Eric Ellsworth, M.S., MBA, director of health data strategy at Consumers’ Checkbook says many of the current forms of healthcare price transparency are not meaningful to consumers. For instance, although some insurance sites give estimates of costs, he says, “you still can’t really take that to the bank. You can’t do anything with that. It’s just sort of an awareness tool.”
In response to the proposed insurance rule, American’s Health Insurance Plans (AHIP), the main trade group for the health insurance industry, submitted a 57-page comment in which they assert that transparency could end up harming consumers. “It will undermine competitive negotiations and push healthcare prices higher — not lower — for patients, consumers and taxpayers,” wrote Matthew Eyles, M.S., AHIP president and CEO. The group argues that if a hospital suddenly found out it was receiving less than a competing hospital for the same procedure, it would demand a higher price. AHIP also criticizes the scope of the transparency, arguing that the rule should focus only on “shoppable” services.
Moll notes that although hospitals are better than smaller medical practices at putting price tags on services, those prices don’t necessarily translate into the cost of the service alone. Hospitals can have drastically different prices on similar services, in part, because they have unreimbursed costs, such as indigent care, that they must account for through billing for reimbursed procedures. The cost of the unit care is almost irrelevant, he says, because hospitals are focused on their overall hospital margin. Moll says there’s currently a gap between reimbursement and value. He described a scenario in which an orthopedic surgeon has significantly lower readmission rates. That surgeon may save the payer money but usually has had little luck convincing insurers to recognize such that with a higher reimbursement rates.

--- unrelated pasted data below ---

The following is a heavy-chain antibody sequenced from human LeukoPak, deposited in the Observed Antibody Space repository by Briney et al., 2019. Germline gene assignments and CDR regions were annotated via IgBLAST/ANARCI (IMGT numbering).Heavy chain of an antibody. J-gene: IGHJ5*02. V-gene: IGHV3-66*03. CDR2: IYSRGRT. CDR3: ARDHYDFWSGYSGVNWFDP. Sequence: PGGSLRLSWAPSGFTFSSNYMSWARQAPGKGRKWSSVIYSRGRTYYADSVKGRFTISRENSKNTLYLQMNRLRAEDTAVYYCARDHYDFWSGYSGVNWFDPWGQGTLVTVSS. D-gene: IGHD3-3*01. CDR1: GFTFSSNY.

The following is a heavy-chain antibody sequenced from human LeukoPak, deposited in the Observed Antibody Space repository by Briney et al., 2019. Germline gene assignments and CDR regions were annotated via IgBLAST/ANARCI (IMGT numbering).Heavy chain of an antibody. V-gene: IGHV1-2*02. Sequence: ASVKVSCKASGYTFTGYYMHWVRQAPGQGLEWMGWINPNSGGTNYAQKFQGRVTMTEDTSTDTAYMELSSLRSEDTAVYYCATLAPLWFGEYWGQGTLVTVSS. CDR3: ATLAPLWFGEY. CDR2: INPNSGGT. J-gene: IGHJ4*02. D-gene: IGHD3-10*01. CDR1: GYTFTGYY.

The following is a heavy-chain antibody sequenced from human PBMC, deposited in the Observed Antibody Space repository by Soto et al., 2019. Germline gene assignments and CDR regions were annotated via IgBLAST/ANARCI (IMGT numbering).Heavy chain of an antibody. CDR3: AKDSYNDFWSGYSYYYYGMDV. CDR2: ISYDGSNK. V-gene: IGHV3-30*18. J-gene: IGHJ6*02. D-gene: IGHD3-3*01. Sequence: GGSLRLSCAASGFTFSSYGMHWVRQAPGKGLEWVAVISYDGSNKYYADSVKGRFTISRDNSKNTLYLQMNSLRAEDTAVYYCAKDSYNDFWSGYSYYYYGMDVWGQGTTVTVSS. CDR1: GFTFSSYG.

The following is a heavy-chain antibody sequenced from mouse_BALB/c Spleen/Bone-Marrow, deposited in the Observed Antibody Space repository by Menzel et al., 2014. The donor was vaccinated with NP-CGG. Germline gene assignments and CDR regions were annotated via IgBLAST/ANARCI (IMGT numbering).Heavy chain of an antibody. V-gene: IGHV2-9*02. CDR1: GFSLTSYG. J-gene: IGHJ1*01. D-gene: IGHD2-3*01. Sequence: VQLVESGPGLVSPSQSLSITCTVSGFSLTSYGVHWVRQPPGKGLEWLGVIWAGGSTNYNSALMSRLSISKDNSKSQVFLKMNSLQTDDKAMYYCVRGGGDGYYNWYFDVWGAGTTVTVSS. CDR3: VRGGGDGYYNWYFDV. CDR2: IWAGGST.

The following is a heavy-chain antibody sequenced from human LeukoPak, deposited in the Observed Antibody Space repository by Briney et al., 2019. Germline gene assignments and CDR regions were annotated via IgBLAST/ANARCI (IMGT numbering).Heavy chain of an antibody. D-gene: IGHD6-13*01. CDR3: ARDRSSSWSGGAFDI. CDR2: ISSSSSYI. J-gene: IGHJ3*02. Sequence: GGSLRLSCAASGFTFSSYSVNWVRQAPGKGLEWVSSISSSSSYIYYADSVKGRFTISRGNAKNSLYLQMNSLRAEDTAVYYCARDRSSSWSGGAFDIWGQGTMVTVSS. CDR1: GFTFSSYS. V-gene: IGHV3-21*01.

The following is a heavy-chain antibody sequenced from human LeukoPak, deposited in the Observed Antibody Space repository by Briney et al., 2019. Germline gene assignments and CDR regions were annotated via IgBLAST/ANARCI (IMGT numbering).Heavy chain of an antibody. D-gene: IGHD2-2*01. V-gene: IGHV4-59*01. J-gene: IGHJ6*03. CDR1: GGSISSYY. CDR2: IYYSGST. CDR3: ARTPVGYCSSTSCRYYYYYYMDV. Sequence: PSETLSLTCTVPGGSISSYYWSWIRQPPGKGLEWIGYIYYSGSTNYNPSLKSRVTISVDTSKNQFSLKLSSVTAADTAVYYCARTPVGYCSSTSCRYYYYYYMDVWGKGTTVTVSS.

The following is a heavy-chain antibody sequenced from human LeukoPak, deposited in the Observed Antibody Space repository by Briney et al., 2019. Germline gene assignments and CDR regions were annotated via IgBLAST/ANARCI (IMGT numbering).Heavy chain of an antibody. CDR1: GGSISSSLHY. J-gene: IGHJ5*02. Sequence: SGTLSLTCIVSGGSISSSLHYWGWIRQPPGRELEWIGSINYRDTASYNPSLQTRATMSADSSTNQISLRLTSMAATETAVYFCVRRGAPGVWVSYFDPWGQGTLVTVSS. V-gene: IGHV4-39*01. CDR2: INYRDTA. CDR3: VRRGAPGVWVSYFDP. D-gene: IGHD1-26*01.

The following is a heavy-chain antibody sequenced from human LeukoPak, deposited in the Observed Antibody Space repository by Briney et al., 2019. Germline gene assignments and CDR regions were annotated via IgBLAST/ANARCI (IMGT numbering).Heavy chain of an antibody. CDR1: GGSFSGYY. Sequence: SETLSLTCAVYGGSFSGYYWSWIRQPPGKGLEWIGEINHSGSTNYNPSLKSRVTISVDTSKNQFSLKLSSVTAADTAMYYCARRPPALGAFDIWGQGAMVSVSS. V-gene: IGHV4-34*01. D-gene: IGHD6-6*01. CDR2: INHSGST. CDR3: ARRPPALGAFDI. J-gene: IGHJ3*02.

Ellsworth believes the fundamentals of the healthcare marketplace will need to be adjusted before price transparency works the kind of consumer empowerment magic that its proponents envision. He sees the episode-based payment models as a step in the right direction because they give providers an incentive to control costs. Such payment models would also help consumers to see their care for a particular medical problem as a unit, he notes. By choosing between packages of transparently priced treatment options, consumers could make informed decisions about what they are truly want to pay for , says Ellsworth. “People have to get a little more used to defining their own goals,” he says.
Keith says asking consumers to make decisions based on cost effectiveness might be a bridge too far. However, she believes that having price data publicly available could help improve the healthcare system in other ways by, for example, aiding cost-effectiveness research.“I don’t buy that it’s effective at the individual consumer level,” she said. “But for the system, I think it could be really valuable.”
Jared Kaltwasser is a healthcare reporter based in Iowa.